Hydrodynamics of Prey Capture and Transportation in Choanoflagellates

Siv Sørensen, Seyed Saeed Asadzadeh, Jens Honore Walther*

*Corresponding author for this work

Research output: Contribution to journalJournal articleResearchpeer-review

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Abstract

Choanoflagellates are unicellular microscopic organisms that are believed to be the closest living relatives of animals. They prey on bacteria through the act of the continuous beating of their flagellum, which generates a current through a crown-like filter. Subsequently, the filter retains bacterial particles from the suspension. The mechanism by which the prey is retained and transported along the filter remains unknown. We report here on the hydrodynamic effects on the transportability of bacterial prey of finite size using computational fluid dynamics. Here, the loricate choanoflagellate Diaphaoneca grandis serves as the model organism. The lorica is a basket-like structure found in only some of the species of choanoflagellates. We find that although transportation does not entirely rely on hydrodynamic forces, such forces positively contribute to the transportation of prey along the collar filter. The aiding effects are most possible in non-loricate choanoflagellate species, as compared to loricate species. As hydrodynamic effects are strongly linked to the beat and shape of the flagellum, our results indicate an alternative mechanism for prey transportation, especially in biological systems where having an active transport mechanism is costly or not feasible. This suggests an additional potential role for flagella in addition to providing propulsion and generating feeding currents.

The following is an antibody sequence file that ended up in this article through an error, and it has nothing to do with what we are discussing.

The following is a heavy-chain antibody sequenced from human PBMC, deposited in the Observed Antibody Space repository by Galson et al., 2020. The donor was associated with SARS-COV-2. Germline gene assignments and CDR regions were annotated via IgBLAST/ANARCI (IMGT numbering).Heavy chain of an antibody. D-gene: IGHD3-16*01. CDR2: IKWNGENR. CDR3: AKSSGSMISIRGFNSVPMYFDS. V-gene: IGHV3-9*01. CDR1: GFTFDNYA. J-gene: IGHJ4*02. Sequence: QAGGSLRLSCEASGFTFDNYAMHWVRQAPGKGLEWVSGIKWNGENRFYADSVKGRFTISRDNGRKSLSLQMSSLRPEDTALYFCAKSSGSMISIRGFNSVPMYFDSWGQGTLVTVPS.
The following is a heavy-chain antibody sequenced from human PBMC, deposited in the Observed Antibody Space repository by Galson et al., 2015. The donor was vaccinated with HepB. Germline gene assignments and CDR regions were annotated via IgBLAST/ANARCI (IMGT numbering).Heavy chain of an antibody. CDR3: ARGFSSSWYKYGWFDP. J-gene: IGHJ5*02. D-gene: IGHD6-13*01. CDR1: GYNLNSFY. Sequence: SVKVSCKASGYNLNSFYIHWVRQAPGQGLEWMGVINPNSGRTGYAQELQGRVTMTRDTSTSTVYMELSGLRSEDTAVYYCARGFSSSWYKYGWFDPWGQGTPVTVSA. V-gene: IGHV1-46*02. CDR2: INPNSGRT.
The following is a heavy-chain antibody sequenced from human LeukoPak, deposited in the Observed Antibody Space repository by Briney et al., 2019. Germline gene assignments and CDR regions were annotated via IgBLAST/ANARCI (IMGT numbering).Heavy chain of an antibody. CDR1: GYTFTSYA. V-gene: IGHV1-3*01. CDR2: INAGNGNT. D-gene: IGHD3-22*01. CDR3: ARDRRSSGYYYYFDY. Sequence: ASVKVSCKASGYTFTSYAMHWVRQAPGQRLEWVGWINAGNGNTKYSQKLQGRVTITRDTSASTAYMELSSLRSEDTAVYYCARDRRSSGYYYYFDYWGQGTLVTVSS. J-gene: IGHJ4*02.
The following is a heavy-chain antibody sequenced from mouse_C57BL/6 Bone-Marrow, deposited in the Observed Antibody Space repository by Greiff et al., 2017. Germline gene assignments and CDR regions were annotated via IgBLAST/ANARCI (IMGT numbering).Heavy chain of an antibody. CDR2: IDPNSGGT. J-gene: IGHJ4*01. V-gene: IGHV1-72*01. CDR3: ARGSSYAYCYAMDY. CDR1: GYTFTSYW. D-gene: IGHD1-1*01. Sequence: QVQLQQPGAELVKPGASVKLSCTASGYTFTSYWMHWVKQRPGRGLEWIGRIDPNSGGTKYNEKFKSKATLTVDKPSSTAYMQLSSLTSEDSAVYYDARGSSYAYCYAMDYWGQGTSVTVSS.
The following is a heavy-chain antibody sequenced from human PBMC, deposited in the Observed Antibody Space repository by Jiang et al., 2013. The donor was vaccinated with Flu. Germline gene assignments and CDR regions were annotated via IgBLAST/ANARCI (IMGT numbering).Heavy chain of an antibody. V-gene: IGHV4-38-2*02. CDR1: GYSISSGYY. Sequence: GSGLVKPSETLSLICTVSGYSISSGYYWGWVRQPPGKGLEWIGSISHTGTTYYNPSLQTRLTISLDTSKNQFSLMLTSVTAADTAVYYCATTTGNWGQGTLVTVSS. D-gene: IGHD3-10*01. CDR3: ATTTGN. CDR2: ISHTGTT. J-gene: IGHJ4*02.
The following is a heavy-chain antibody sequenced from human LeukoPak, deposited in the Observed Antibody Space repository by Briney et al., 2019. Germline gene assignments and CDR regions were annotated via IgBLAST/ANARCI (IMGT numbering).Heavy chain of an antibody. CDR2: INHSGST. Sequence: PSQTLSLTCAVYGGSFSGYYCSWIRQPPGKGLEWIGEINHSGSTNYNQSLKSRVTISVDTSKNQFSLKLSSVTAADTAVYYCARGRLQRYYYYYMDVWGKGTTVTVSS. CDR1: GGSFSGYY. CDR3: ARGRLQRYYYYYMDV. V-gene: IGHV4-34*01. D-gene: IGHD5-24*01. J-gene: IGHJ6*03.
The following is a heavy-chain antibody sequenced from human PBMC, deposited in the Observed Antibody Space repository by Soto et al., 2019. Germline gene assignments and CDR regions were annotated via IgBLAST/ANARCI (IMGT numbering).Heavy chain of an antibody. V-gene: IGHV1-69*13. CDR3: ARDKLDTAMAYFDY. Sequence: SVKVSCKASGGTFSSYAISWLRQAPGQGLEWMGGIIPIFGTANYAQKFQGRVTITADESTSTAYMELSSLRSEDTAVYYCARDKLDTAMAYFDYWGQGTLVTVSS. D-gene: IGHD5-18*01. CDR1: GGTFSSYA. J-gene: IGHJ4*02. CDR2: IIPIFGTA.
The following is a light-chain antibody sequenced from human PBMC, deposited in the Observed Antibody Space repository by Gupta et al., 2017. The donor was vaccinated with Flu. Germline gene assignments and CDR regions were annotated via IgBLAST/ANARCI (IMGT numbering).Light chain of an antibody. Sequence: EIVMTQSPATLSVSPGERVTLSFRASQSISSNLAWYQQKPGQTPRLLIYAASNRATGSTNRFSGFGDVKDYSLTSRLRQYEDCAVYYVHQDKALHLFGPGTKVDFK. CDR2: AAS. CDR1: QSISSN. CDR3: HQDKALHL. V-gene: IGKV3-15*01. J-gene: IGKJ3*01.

Original languageEnglish
Article number94
JournalFluids
Volume6
Issue number3
Number of pages17
ISSN2311-5521
DOIs
Publication statusPublished - 2021

Bibliographical note

This is an open access article distributed under the Creative Commons Attribution License which permits unrestricted use, distribution, and reproduction in any medium, provided the original work is properly cited

Keywords

  • Choanoflagellates
  • Prey transportation
  • Lorica
  • Low Reynolds number flow
  • CFD

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